We had an easier time when we moved to the rural placement. Here, the students were more attentive and willing to learn – perhaps a little less ‘street wise’ and hardened than their urban counterparts. The teaching was more straightforward, but living arrangements were a little more ‘hardcore’. Having been treated to a comparatively luxurious apartment in Bangalore, Paul and I were now sharing a flat with no shower, hot water or civilised toilet, where the temperature frequently lingered in the forties. Additionally, it became necessary to sit in darkness during the evenings – as we learnt that a single light was prone to attract a menagerie of mystery insects, including swarms of miniature beetles and the odd hand-sized spider. The appearance of such beasts was usually marked by my girly screaming, which continued until Paul wearily ran in to butcher the said creepy-crawly.

What impressed me about DEEDS, a fully Indian charity, is that as well as handing out rods, they dish out nets, bait and subscriptions to Angling Times. It’s not just teaching and day-care, as I’d presumed when I’d signed up via a UK development charity called ‘Development in Action’. In fact, the NGO works on every level of the community, it’s seriously inspiring – as is the passion and wisdom of Tiger’s staff.

In addition to work in the city slums, DEEDS looks after almost 50 rural villages, where the major causes of poverty seem to be people’s ignorance, and the inability to think long-term and understand their own problems. With a network of almost 1,000 sponsored children, the charity goes into villages and communicates their message through songs and puppet shows (such as one we saw that highlighted the importance of breastfeeding). DEEDS goes on to help suppress superstitions, teach people about their rights, about nutrition, voting, farming techniques as well as the importance of sending their children to school. They set up farmer, women’s and youth associations, they subsidise seed banks, wells and herbal gardens, they offer a loan scheme, business advice and even provide skills training. All this is done with the help of the community – who always pay for at least some of the costs. Everything is done at a grassroots level by local charity workers and volunteers, and it’s much more effective – dare I say it – than the ideas and methods dished out by Western charity directors from their air-conditioned London offices.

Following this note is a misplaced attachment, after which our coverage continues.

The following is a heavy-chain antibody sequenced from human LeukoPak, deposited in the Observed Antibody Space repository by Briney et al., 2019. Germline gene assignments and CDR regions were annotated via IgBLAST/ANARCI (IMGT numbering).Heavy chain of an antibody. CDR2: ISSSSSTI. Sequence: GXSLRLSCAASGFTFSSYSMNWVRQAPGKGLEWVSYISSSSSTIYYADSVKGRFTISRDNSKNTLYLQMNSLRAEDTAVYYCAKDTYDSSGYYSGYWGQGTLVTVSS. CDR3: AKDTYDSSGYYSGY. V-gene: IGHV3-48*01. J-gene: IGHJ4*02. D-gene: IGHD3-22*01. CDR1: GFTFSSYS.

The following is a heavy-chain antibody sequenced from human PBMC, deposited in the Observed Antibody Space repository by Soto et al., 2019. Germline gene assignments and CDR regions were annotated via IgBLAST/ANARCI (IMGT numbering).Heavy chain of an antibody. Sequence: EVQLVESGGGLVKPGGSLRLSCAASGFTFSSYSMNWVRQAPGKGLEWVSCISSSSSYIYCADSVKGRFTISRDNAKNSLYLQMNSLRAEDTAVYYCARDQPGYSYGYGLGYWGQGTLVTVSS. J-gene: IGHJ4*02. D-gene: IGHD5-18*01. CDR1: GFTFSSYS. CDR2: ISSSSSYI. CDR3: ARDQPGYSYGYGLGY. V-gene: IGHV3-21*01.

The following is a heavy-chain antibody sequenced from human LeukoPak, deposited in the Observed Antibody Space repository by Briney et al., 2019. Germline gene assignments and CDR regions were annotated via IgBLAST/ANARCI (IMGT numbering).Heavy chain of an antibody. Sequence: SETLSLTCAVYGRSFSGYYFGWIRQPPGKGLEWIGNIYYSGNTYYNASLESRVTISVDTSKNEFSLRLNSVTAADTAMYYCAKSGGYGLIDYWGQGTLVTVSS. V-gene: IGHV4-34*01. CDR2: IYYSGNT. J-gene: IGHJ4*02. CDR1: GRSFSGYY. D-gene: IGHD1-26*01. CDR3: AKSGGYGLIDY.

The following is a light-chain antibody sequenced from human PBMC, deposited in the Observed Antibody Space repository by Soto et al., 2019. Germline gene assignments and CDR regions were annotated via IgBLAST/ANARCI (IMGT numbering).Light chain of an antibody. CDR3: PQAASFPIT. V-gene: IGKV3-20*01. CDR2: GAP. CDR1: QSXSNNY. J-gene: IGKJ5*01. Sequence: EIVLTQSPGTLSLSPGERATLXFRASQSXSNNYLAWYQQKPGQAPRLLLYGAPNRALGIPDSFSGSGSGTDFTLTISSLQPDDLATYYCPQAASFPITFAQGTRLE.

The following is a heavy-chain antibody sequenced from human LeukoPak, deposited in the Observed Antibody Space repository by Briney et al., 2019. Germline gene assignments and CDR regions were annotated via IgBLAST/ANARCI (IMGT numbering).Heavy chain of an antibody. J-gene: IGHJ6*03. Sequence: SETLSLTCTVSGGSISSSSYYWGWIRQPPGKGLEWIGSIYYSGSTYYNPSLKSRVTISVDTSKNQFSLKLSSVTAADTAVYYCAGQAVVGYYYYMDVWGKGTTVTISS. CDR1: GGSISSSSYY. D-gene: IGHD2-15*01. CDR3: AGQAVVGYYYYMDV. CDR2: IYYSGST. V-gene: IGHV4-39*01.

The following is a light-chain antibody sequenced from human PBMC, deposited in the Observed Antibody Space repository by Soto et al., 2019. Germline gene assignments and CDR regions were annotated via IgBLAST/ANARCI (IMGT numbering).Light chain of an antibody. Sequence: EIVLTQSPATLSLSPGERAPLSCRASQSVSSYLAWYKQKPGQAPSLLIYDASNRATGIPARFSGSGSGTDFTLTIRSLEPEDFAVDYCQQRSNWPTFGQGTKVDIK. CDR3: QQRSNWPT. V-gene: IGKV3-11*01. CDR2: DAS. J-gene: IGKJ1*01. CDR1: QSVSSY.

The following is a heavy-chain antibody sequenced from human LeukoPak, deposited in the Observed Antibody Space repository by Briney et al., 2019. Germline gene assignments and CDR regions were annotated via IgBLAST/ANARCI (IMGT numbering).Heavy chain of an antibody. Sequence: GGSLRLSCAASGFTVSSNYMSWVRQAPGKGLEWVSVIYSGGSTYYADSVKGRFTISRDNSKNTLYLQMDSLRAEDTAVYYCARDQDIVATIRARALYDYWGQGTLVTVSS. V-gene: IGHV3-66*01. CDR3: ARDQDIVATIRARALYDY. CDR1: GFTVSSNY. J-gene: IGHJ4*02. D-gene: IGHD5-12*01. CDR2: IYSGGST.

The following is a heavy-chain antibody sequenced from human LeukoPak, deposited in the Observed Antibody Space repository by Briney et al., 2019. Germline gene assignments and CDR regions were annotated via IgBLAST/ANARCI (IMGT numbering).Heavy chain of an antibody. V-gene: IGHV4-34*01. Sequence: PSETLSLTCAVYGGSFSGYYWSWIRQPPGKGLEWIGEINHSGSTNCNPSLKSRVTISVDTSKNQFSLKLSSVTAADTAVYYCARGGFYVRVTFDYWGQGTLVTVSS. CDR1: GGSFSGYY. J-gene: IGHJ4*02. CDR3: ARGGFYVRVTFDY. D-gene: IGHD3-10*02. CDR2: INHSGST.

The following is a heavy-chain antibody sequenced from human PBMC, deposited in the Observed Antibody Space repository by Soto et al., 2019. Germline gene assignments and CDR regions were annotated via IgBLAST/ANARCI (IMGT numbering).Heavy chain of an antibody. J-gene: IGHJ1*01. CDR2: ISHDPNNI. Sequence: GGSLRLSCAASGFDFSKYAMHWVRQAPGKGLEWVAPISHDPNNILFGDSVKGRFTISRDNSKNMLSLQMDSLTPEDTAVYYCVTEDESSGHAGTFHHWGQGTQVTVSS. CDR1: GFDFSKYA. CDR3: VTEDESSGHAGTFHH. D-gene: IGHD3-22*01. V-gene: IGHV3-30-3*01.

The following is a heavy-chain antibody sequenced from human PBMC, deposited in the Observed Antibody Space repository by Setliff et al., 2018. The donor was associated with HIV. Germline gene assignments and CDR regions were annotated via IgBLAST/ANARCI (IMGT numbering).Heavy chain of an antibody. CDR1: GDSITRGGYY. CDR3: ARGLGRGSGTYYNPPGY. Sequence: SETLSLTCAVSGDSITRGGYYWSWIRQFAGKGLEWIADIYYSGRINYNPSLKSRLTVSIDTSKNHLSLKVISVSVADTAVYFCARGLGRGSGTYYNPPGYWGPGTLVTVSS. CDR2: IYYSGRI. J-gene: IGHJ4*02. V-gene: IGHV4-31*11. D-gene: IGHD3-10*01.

A billion people, over a third living below the poverty line – India’s problems are complex, broad and often seem hopeless. However, DEEDS is superb example of development work actually working, and working well.

The teaching was a challenge, a lot of the children had already been dealt a shockingly cruel hand in life and they were often, perhaps understandably, awfully behaved. Since the pupils were attending voluntarily, we couldn’t be too harsh; we maintained discipline most of the time, occasionally enlisting the help of our translator, Shanthi (who sometimes wielded a small ‘motivational’ cane). Since most of the people living in the slums had migrated from the neighbouring state, they didn’t speak the local language, let alone any English. As it’s only really spoken by the educated middle-classes, English is not a real necessity in India – but it’s one of the many colonial leftovers and regularly helps lead to employment.

I did this placement during the summer vacation in-between my 1st and 2nd year, if anyone is interested in development – then perhaps take a look at for more information. I had an amazing time, it changed my outlook and apart from a couple of minor tropical diseases, I also returned with unforgettable memories, great friends, and a renewed passion for teaching!

Leeds Student article on India